Development Disorders are disorders that occur at some stage in a child's development, often retarding the development. These may include psychological or physical disorders. They can be grouped into specific developmental disorder and pervasive developmental disorders. It is sometimes equated with developmental disability
The cause of pervasive development disorders is not known, but researchers are looking for answers. Some studies suggest that PDDs are caused by a problem with the nervous system (brain and spinal cord). Studies currently in progress are examining the structure and function of the brain in people with autism for clues that may help us better understand these conditions, as well as how to treat and/or prevent them.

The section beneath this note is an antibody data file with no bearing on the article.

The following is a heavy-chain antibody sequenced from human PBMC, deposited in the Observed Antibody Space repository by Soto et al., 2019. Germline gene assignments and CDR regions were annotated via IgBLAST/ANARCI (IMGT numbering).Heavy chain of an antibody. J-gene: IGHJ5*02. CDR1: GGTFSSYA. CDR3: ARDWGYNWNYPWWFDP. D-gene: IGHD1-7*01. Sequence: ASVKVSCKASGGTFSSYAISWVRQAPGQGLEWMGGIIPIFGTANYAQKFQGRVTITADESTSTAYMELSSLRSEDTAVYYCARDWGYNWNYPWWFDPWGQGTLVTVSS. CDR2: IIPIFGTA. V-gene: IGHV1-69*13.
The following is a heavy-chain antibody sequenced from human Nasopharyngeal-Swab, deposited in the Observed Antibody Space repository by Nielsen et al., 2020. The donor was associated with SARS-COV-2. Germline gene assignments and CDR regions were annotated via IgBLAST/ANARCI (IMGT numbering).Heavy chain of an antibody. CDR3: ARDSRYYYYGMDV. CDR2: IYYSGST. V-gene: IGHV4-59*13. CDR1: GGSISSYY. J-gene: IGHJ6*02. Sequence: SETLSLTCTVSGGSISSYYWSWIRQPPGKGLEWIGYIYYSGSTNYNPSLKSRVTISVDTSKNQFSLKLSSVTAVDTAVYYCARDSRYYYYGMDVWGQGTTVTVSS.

Because children with pervasive development disorders have a range of symptoms and abilities, a plan of therapy must be developed with the child's specific needs in mind. The treatment plan -- or more appropriately, a program of intervention -- will address the child's needs at home and at school. For that reason, intervention planning is a cooperative effort of the parents, health care providers, teachers, and others who may be needed to provide services, such as counselors, social workers and occupational, physical, or speech therapists. The plan aims to promote better socializing and communication, and reduce behaviors that can interfere with learning and functioning.
A plan of care for a child with a PDD may include:
- Special education: Education is structured to meet the child's unique educational needs.
- Behavior modification: This may include strategies for supporting positive behavior by the child.
- Speech, physical or occupational therapy: These therapies are designed to increase the child's functional abilities.
There are no drugs to treat the PDDs themselves. Medications may be used, however, treating specific symptoms such as anxiety (nervousness), hyperactivity, and behavior may result in injury.